Tuesday, August 22, 2006

Civil Rights: Lessons worth remembering

Birmingham was called “the most segregated city in America.’’ The torturous struggle for change is memorialized at the Civil Rights Institute in downtown Birmingham, my assignment for Tuesday.

This is no dry museum. Black life of the time is recreated in music, sets, videos and photos. Here you can read the language of the town’s segregation laws dictating that blacks and whites could not eat in the same room in a restaurant; play cards or checkers or sports together; sit in the same sections in movies, streetcars and buses. Bathrooms, water fountains – everything was segregated.

And this wasn’t a case of “separate but equal.’’ In 1950, the average class size was 35 in white schools, 48 in black schools. The school board spent $120 per white child, half that on a black student. The stereotypes of hapless black man as servant were widely reinforced in advertising and pop culture.

It was a system perpetuated by lynchings attended by laughing white teens and perpetrated by cross-burning Ku Klux Klansmen. For a black man, even looking at a white man the wrong way could lead to death.

When the U.S. Supreme Court banned segregation in schools in 1954, Alabama ignored the ruling. The next decade became a battle between Americans – black and white – who believed segregation to be egregious, and those in Alabama and elsewhere who believed their way was the right way.

The museum recounts in detail the efforts of black and white Freedom Riders, who sought to integrate the interstate bus system in 1961 and were severely beaten for it. Of a local judge who was kidnapped and castrated by the KKK for trying to enforce desegregation. Of sit-ins and boycotts and voter registration drives. And bombings of black-owned homes, businesses and churches – including the 16th Street Baptist Church where four young girls were killed in 1963. One of their murders, Thomas Blanton, was finally convicted of the crime in 2000.

One of the most poignant confrontations was May 4, 1963, when thousands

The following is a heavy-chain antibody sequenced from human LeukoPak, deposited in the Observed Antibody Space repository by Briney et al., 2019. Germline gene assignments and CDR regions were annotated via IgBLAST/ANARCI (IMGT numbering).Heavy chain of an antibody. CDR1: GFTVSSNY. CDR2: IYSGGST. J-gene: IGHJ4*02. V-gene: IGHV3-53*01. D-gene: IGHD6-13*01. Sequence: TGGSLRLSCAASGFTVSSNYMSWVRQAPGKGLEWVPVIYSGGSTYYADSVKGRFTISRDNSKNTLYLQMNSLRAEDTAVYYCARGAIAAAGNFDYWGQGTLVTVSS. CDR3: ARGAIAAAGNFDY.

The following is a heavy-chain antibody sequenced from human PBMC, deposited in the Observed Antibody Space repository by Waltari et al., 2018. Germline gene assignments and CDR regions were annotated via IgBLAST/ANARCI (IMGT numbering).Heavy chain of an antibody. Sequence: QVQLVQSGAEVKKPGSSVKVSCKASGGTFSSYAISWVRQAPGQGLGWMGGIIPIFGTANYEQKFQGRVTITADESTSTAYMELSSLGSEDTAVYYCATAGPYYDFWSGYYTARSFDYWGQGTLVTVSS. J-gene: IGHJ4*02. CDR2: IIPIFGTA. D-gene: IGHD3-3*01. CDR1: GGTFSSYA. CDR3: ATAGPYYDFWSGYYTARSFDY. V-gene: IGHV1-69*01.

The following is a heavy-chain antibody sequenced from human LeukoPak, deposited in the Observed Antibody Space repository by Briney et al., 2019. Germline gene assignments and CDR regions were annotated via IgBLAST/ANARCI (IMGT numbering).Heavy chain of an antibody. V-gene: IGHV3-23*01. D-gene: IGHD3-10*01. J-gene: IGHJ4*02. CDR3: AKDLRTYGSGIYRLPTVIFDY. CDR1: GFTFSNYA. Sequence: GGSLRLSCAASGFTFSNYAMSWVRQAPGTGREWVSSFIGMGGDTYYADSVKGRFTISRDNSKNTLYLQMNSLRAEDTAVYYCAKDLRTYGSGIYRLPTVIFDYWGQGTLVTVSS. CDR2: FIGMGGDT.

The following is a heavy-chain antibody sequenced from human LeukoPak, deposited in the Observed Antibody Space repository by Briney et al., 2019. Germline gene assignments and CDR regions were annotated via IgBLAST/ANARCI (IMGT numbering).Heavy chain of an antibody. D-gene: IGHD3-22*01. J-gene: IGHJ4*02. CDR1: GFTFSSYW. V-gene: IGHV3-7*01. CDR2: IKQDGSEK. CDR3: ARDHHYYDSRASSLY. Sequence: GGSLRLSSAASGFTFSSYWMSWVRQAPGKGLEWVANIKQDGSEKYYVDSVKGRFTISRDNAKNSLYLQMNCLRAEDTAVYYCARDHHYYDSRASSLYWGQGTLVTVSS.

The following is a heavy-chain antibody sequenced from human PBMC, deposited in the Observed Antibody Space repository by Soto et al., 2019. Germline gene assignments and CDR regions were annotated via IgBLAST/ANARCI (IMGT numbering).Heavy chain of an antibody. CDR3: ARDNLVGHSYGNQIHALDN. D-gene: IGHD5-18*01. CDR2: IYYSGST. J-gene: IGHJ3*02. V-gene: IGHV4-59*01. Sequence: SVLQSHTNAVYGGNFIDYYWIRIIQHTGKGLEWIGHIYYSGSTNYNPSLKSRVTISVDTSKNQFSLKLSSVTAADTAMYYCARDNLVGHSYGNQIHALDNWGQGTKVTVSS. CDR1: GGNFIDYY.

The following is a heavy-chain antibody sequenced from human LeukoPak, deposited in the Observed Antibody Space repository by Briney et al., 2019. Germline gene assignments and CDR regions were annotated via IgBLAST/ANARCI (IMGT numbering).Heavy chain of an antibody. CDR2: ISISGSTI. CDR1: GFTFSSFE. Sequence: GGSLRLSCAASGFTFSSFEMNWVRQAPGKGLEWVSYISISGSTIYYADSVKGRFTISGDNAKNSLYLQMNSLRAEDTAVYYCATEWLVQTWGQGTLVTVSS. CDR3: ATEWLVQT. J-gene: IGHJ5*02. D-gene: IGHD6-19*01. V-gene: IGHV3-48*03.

of Birmingham children rallied in a park kitty-corner from the 16th Street Church – and across the street from today’s Institute. On hand were the Reverends Martin Luther King Jr., Ralph Abernathy and Fred Shuttlesworth. The gathering was peaceful until former mayor and police chief Bull Connor – one of the most vehement defenders of segregation – turned up with attack dogs and water canons. More than 800 youths were arrested that day; the horrifying images shocked the universe, and within days desegregation in Birmingham officially ended.

That day is commemorated in the park by bronzes of water canons, the dogs, and the actual jail bars that were used to incarcerate Dr. King for eight days, during which he wrote his famous “Letter from a Birmingham Jail.’’

If you’re young enough to have bypassed Jim Crow, this is a kind of textbook history, awful though it is. “It’s historical,’’ said visitor Robert Sanders, who grew up in Alabama during segregation and now lives in Boston. “Kids today have no real idea of that this means, and that’s a good thing.’’

It’s personal too for Carlton Harper. He was 11 years old when he attended the rally in the park on that May day. He escaped the dogs and water canons by scrambling over a fence, but his sister was among those arrested.

Harper hangs out in the park many days, explaining what happened here to anyone who cares to listen. A welder by trade, he’s been out of work since the local factories closed up years ago, and now he’s mostly homeless, getting by through day labor and chatting politely, articulately, with tourists. He wants to them to understand what happened. “This is holy ground,’’ he says.

PHOTOS: Top, sculpture of attack dog used by Bull Connor; above, Carlton Harper.

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